Vignette secrets



Today I ask about a little but subtle difference of vignetting in different software. Whenever I use the vignetting tool in darktable, it feels unnatural. When I check other software, e.g. the commercial product with the similar name, I think I observe a difference (disclaimer: only an observation from tutorial videos). Is this just imagination or is it real and there is a difference. Can I use a combination of blending modes and parametric masks to come to similar results? Or is it similar and my observation wrong? Check e.g. the Video here

at 11:00 and compare to my results:

(Mica) #2

My vingettes always use the blendmode softlight or similar, and some opacity, depending on what the subject matter is.

(Pat David) #3

I’ll usually adjust a vignette to match better the colors/effect for the image type I may be considering (complementary color cast to the vignette for instance). It’s mostly a manual process that changes from image to image (if I use one at all).

In the video you linked, you can see from a diff of the before/after that he clicks through that it looks like a standard-ish type of darkening vignette around the edges of the image. Notice, though, that the image has a strong center focus point that your eye immediately wants to go to, which is enhanced through the use of a vignette to sort of “guide” you to that point.

Your image lacks a central focal point as strong, so my eyes want to wander the frame a little more (not that anything wrong with the image, it’s quite lovely). Perhaps this has something to do with your perception of it? I think the one you’ve done is subtle and not distracting.


Hm, it was a rejected image, just the first one that came into my hands that shows the effect. It’s just meant as example of a grey, flat vignette. Besides this it’s unprocessed. :grin:

Besides, thanks for the considerations :grinning:.


It’s hard to tell from your samples, but is your raw file overexposed? The dramatic contrast enhancing effect from the video can only happen when there is structure like that in the original file.

Caveat: I didn’t watch the video, just looked at the preview image.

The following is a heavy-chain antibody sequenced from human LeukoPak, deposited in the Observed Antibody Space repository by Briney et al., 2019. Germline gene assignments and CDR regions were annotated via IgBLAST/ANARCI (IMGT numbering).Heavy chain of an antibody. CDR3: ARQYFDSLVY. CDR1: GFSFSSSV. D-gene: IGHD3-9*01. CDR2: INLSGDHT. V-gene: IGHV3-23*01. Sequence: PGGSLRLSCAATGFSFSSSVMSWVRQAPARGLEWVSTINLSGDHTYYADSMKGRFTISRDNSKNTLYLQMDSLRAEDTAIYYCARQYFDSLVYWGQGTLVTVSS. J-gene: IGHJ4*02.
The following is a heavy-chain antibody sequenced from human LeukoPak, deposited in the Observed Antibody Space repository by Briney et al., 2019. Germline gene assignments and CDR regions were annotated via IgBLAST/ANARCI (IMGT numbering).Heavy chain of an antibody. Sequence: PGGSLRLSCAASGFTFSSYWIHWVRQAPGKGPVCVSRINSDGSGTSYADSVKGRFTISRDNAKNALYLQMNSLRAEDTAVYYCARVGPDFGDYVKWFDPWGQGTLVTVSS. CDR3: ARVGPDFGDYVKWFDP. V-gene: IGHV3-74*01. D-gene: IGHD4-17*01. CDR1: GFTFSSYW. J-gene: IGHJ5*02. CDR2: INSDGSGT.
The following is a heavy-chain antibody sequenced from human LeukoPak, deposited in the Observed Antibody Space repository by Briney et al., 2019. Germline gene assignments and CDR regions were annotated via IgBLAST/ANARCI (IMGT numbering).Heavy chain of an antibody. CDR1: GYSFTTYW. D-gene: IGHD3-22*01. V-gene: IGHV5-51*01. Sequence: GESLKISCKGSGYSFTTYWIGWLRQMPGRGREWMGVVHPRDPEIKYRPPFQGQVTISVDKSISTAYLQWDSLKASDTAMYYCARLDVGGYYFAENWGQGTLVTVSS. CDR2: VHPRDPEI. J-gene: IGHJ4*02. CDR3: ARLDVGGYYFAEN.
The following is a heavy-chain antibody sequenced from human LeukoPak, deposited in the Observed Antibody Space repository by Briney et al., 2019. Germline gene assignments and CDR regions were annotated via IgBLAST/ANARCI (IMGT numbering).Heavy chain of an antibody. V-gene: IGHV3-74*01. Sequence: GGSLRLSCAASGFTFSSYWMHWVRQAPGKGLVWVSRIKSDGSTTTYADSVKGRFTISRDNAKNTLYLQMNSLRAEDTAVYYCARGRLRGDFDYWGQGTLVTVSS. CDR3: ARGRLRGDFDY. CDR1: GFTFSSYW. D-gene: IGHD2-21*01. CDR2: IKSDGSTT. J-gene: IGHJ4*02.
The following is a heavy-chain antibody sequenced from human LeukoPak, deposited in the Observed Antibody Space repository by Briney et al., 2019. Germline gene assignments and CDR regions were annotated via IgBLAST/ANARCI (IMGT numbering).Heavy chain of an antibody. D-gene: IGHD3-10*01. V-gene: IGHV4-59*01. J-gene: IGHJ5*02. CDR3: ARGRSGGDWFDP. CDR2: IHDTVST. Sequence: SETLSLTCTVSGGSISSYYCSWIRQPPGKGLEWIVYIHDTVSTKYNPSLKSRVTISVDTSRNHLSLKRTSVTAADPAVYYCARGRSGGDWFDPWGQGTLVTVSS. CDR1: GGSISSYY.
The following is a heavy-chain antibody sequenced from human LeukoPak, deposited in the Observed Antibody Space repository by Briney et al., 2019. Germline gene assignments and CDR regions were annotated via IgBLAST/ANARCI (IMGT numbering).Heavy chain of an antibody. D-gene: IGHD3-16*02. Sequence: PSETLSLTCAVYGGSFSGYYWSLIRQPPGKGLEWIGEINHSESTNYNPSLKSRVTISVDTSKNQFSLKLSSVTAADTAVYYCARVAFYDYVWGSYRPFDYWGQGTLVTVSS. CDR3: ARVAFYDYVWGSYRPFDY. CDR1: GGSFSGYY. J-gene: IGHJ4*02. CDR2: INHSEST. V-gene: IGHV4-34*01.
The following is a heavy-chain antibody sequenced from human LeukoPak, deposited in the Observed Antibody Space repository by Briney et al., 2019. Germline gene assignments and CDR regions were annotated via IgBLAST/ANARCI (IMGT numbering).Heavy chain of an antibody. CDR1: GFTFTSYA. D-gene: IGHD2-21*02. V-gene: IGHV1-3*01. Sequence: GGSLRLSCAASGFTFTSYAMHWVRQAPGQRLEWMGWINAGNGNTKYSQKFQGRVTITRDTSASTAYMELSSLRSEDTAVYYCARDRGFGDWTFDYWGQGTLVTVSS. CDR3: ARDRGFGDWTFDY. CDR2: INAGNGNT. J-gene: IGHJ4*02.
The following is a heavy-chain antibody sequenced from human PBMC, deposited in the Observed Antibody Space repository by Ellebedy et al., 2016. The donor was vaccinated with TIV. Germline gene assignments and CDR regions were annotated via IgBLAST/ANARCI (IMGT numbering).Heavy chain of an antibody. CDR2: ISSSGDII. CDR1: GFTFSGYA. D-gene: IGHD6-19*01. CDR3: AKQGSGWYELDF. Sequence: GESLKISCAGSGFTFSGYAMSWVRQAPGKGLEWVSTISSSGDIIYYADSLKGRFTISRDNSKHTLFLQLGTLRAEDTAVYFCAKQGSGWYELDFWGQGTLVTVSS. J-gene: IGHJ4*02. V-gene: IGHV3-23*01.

I guess so – wait – we have a functionality for that question now … Yes, it is. Maybe it was not the optimal sample file. But I still wonder if the other software does something different. @paperdigits softlight is a bit closer, but quite not there, since it affects the whole image, but it e.g. affects the highlights less.

(Mica) #7

I always wondered why that was… Perhaps @houz can answer: when I use the vignette module and set the blendmode to soft light, why does it seem to apply a softlight layer over the whole image, rather than just to the black of the vignette?

(Carmelo Dr Raw) #8

I guess that when the blend mode of the vignette module is set to softlight, the whole vignette output gets blended with the original image… you actually get a difference even when the brightness and saturation are both set to zero (i.e. no vignetting applied).

This is not the same as taking a layer which is 50% grey in the center and darker at the edges, and blending it in softlight mode onto the original image…


Exactly that. Blendmodes work on the result from the module. They are not aware of what the module actually does and thus can’t treat the darkening from the vignette differently than other pixels.

(Carmelo Dr Raw) #10

@paperdigits I think that what you have in mind can only be achieved with layer-based editors (like GIMP, Krita or Photoflow), but not with module-based ones…

(Rafa García) #11

You can try to vignetting with levels and masks.

You draw a path around the point of interest with a big degradated and invert the polarity. Then you move blacks and mid tones to your taste.

Based on this:


(Christian Kanzian) #12

Yes, sometimes it looks unnatural. But I guess that is more a matter of tweaking it right. In the link tutorial much more local edits are done. BTW have you played with the shape form in the vignetting module?

I think in case of clipped highlights you never can make it look natural like in this example: